In continued efforts to limit large public gatherings and in response to a reduction in bus operators, the City of Las Cruces RoadRUNNER Transit and Dial-a-Ride now has a reduced weekday service schedule and will further alter Saturday service hours beginning March 28. 

 

Weekday service operates from 7:30 a.m. to 5:30 p.m. Monday through Saturday.  Dial-a-Ride will operate on the same schedule and customers are asked to contact Dial-a-Ride at 541-2777. The Mesilla Valley Intermodal Transportation Terminal will be open during these new reduced operation hours. 

cdc

  On Tuesday, two male employees of The University of Texas at El Paso tested positive for COVID-19. Here is a statement from UTEP:

The employees traveled to an out-of-town event and returned to El Paso on Thursday, March 12.

Both employees are in self isolation and recovering at home.

Campus officials and support services are in contact by phone with the employees on a daily basis.

One of the employees had limited access into the Foster Stevens Basketball Center and the Larry K. Durham Sports Center on March 13. Both facilities have been isolated and have been cleaned regularly with disinfectant.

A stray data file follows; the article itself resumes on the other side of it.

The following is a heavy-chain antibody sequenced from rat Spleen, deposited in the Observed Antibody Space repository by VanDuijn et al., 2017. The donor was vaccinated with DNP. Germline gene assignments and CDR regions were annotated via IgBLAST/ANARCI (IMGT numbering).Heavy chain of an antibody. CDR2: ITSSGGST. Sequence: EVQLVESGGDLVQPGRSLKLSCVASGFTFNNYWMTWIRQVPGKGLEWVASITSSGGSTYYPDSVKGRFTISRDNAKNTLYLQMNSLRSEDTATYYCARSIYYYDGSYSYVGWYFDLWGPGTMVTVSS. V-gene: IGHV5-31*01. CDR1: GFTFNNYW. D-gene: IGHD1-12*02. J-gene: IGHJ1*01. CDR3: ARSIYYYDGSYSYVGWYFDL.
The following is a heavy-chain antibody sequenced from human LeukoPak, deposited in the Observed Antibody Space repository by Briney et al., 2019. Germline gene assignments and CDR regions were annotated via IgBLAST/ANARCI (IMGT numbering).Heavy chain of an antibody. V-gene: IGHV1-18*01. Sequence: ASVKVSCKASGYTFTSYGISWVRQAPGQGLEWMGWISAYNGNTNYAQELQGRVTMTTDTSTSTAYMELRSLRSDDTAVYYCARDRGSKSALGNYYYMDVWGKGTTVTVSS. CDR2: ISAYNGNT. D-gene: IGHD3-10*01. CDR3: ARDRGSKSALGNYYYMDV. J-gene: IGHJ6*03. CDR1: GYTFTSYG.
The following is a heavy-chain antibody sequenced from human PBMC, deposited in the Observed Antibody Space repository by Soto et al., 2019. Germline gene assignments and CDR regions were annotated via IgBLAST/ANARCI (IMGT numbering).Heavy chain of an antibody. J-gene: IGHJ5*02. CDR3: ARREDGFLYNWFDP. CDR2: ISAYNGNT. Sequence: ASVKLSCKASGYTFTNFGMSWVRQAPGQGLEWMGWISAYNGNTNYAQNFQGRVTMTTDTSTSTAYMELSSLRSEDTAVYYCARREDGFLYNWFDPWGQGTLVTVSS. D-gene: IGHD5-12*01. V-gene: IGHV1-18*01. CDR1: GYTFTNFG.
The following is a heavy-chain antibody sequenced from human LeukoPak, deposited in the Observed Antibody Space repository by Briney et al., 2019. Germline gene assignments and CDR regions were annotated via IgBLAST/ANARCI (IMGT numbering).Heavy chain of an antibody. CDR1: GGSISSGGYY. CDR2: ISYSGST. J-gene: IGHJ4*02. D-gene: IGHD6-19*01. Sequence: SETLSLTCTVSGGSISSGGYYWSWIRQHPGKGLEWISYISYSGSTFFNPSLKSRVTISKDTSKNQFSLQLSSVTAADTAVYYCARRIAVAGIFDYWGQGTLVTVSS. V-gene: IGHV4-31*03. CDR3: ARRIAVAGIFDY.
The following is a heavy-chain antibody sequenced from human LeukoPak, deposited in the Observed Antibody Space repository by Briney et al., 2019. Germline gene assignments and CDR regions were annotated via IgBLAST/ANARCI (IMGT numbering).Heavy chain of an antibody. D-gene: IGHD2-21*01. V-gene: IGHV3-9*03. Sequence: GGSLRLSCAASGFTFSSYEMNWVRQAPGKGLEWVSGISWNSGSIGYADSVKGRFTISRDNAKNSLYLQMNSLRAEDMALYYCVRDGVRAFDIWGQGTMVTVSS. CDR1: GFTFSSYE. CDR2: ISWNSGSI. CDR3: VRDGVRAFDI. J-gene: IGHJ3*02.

SANTA FE, N.M. (AP) — The state Supreme Court halted all housing evictions for failure to pay rent as state investment authorities agreed to offer $100 million in recovery loans to struggling businesses amid economic turmoil from the coronavirus pandemic.

The investment council overseen by New Mexico Gov. Michelle Lujan Grisham controls a $24 billion portfolio of investments that support public education.

On Tuesday, it voted unanimously to channel assets from the state's Severance Tax Permanent Fund to provide emergency recovery loans.

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E-mail Viewpoints to: feedback@nmsu.edu

 

Commentary: In response to a critical shortage of ventilators needed to keep severe COVID-19 patients breathing, President Donald Trump ordered General Motors to produce the life-saving machines under the Defense Production Act. The Department of Health and Human Services will be responsible for implementation of and follow through on that order. 

In response, Matthew Wellington, Public Health Campaigns Director for U.S. PIRG, issued the following statement: